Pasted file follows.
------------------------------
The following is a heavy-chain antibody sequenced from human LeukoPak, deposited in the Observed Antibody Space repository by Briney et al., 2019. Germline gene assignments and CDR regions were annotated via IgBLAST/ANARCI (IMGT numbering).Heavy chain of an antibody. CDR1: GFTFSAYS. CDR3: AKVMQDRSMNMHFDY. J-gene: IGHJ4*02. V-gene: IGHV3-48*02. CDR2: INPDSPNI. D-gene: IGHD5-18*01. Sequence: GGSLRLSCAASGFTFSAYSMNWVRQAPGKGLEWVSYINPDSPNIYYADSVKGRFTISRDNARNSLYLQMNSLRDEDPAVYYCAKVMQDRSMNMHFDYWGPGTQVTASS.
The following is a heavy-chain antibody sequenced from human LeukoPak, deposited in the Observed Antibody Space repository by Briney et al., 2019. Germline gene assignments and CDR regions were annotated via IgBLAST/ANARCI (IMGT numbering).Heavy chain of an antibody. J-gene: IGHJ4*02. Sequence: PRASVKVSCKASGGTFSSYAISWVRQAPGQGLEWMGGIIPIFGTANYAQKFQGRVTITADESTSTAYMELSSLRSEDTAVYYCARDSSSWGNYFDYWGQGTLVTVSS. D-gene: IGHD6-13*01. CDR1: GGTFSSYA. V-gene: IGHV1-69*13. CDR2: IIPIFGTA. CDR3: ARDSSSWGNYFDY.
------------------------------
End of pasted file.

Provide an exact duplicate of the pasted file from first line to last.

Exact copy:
The following is a heavy-chain antibody sequenced from human LeukoPak, deposited in the Observed Antibody Space repository by Briney et al., 2019. Germline gene assignments and CDR regions were annotated via IgBLAST/ANARCI (IMGT numbering).Heavy chain of an antibody. CDR1: GFTFSAYS. CDR3: AKVMQDRSMNMHFDY. J-gene: IGHJ4*02. V-gene: IGHV3-48*02. CDR2: INPDSPNI. D-gene: IGHD5-18*01. Sequence: GGSLRLSCAASGFTFSAYSMNWVRQAPGKGLEWVSYINPDSPNIYYADSVKGRFTISRDNARNSLYLQMNSLRDEDPAVYYCAKVMQDRSMNMHFDYWGPGTQVTASS.
The following is a heavy-chain antibody sequenced from human LeukoPak, deposited in the Observed Antibody Space repository by Briney et al., 2019. Germline gene assignments and CDR regions were annotated via IgBLAST/ANARCI (IMGT numbering).Heavy chain of an antibody. J-gene: IGHJ4*02. Sequence: PRASVKVSCKASGGTFSSYAISWVRQAPGQGLEWMGGIIPIFGTANYAQKFQGRVTITADESTSTAYMELSSLRSEDTAVYYCARDSSSWGNYFDYWGQGTLVTVSS. D-gene: IGHD6-13*01. CDR1: GGTFSSYA. V-gene: IGHV1-69*13. CDR2: IIPIFGTA. CDR3: ARDSSSWGNYFDY.